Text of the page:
Friday the 13th: A New Beginning (directed by Danny Steinmann, 1985) I suppose you are wondering why I would choose the fourth sequel of the Friday the 13th franchise as the only Ft13 film on my 31 Days of Halloween list, and why choose the film of the series that does not feature Jason Voorhees (besides the original film, in which mommy was doing the killing)? Well let me tell you why my friends. This is my favorite of the Friday films. Yes, the story is completely lame, even by horror movie standards. There is so much cheese squeezed into this film, it’s like eating a box of Kraft Dinner made with TWO packages of orange power. Yet, I am completely entertained by this film, and know ninety-nine percent of the dialogue by memory. This is my guilty pleasure when it comes to horror movies. After being killed by Tommy Jarvis at the conclusion of Friday the 13th: The Final Chapter, Jason is a fading memory. Except to Tommy, who is now teenager, and living in a halfway home for troubled youth. He is still tormented by Jason through hallucinations and nightmares. After a resident of the home is murdered by a fellow troubled teen, the father (ambulance driver Roy) of the deceased teen dawns the familiar hockey mask and goes on a kill rampage under the disguise of Jason Voorhees. This movie has so many memorable characters and funny scenes that I never get tired of watching it. Victims include a leather-clad rock star named Demon (the incomparable Miguel A. Nunez Jr.) who lives in a van with his girlfriend, a motorcycle riding simpleton and his bitchy mother, a new-age goth girl who dances alone in her room, and a buxom gal who receives hedge clippers through the eyes. A lot of the murder scenes are original and well done, if a little far-fetched. A New Beginning does not have Jason except for a brief dream sequence at the start of the film, but that does not mean it is not a quality entry to the series. Compared to a couple of the sequels, Part V is a cinematic masterpiece. This Halloween, give Roy a chance. His hockey mask might have blue paint checks instead of red, and he may not be an unstoppable ghoul, but there is plenty of Jason to go around for all other occasions.

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Recap

  • Day 1 – The Conjuring
  • Day 2 – You’re Next
  • Day 3 – Rob Zombie’s Halloween
  • Day 4 – Dog Soldiers
  • Day 5 – Texas Chainsaw Massacre (2003)
  • Day 6 – Psycho (1960)
  • Day 7 – John Carpenter’s The Thing
  • Day 8 – The Prowler
  • Day 9 – Pet Sematary
  • Day 10 – The Nightmare Before Christmas
  • Day 11 – Near Dark
  • Day 12 – The Lost Boys
  • Day 13 – Child’s Play
  • Day 14 – Sleepy Hollow
  • Day 15 – House of 1,000 Corpses
  • Day 16 – The Devil’s Rejects
  • Day 17 – Night of the Living Dead
  • Day 18 – Dawn of the Dead (’78)
  • Day 19 – Friday the 13th: A New Beginning

31 Days of Halloween Day 18 – Dawn of the Dead (’78)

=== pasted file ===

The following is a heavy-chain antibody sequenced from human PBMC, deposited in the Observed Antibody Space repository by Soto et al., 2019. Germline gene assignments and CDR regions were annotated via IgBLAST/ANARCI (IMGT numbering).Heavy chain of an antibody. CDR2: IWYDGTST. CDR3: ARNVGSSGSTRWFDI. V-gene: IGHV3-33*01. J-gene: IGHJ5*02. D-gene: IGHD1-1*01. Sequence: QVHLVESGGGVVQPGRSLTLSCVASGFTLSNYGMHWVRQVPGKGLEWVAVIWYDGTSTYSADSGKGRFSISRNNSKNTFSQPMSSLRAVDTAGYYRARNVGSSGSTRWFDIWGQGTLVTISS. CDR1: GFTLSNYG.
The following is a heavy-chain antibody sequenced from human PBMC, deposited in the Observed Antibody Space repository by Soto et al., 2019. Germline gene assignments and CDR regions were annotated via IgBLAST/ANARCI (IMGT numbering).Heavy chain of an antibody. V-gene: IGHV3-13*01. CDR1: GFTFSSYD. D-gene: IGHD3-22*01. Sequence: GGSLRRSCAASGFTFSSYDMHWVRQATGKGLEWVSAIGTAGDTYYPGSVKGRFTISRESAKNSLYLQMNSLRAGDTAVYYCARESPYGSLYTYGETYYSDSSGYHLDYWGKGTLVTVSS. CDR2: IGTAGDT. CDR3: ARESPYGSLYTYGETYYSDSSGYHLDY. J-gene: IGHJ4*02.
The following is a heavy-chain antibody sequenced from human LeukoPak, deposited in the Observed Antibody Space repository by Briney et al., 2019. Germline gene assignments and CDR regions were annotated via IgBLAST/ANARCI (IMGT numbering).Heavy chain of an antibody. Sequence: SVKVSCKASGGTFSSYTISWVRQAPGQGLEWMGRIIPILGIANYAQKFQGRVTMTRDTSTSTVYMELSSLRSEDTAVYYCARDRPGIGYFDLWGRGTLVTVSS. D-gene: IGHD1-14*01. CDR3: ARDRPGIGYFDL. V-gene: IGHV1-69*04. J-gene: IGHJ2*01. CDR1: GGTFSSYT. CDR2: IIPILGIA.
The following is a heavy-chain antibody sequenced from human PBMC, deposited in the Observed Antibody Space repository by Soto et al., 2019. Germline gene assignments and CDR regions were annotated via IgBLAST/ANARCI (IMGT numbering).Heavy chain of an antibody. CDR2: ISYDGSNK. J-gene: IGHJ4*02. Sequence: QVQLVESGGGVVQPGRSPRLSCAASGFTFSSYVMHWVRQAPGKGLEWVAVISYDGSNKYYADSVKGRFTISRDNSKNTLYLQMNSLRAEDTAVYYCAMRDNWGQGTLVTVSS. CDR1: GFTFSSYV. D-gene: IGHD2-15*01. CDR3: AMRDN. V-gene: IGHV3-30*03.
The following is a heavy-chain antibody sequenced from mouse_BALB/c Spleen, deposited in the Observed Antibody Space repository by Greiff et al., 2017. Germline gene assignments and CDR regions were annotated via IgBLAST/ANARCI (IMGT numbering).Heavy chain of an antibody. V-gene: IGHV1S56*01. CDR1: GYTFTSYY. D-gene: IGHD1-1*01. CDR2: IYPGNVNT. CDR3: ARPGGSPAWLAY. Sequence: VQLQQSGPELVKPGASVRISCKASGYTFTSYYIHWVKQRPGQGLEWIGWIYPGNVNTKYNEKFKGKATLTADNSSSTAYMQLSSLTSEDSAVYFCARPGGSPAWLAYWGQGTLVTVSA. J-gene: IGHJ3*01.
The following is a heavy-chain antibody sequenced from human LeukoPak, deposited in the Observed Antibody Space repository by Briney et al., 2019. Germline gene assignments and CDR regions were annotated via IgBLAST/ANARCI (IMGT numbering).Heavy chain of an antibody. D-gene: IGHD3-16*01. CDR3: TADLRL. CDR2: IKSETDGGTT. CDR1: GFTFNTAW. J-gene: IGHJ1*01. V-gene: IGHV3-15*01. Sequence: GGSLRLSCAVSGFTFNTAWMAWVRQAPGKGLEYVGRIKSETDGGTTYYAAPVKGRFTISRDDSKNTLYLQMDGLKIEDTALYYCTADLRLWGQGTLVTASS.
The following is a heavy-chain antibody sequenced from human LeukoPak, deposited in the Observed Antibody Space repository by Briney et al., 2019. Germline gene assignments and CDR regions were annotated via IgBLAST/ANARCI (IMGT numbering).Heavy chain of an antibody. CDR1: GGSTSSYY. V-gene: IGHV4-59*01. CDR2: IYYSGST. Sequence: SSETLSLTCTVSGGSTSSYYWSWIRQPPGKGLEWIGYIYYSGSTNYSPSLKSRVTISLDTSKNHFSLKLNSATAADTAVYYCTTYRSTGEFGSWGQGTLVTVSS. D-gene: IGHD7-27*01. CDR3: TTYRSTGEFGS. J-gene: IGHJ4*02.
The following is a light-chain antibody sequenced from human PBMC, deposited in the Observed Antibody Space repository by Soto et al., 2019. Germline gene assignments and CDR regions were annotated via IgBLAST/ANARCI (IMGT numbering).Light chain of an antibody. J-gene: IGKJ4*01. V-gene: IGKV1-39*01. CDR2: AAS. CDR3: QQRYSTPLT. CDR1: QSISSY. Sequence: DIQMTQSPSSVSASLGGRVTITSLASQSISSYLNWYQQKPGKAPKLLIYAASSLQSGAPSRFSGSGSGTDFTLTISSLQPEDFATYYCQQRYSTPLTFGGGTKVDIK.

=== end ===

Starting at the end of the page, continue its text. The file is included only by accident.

31 Days of Halloween – Day 18

Dawn of the Dead (directed by George A. Romero, 1978) Though the “sequel” to Night of the Living Dead is much different than it’s predecessor, Dawn of the Dead is still a landmark in the zombie genre. Gruesome, grizzly, violent, and most importantly; fun. I saw this movie when I was seven or eight years old, and it is something that has stuck with me, but not because it scared me. I was completely taken with the special effects. The amount of gun shots, head smashes, ripped off arms, and everything else captured my attention. And imagine going on a long-term shopping spree, and all you have to do is survive the zombie apocalypse? It sounds amazing, unless you get bitten. Four people escape Philadelphia as it is being overrun by the undead. After escaping by helicopter, they take refuge in a shopping mall. Faced with the task of clearing the zombies out of their new home, the group does there best to make their unbelievable situation tolerable. Things begin to unravel, and everything culminates in a battle with an outlaw biker gang who have come to pillage the mall. The role of Peter, played by the bad ass Ken Foree, is one of my all-time favorite horror movie heroes. Peter is the perfect mix of serious and funny, and Foree has great timing with his dialogue. Monster make-up effects wizard Tom Savini does double duty as the films make-up artist, as well as playing the role of the leader of the motorcycle gang. Dawn of the Dead has the same feel as a lot of the great films made in the late 70’s; a great synthesizer soundtrack, tough but vulnerable characters, a great special effects. George Romero did his best to keep the tone of Night of the Living Dead serious, so with Dawn, it feels like he tried to have a little fun with a larger budget. Mission accomplished. Dawn of the Dead is a quintessential zombie movie, so it should also be mandatory Halloween viewing. Even if human flesh isn’t your thing, try it. You might like it.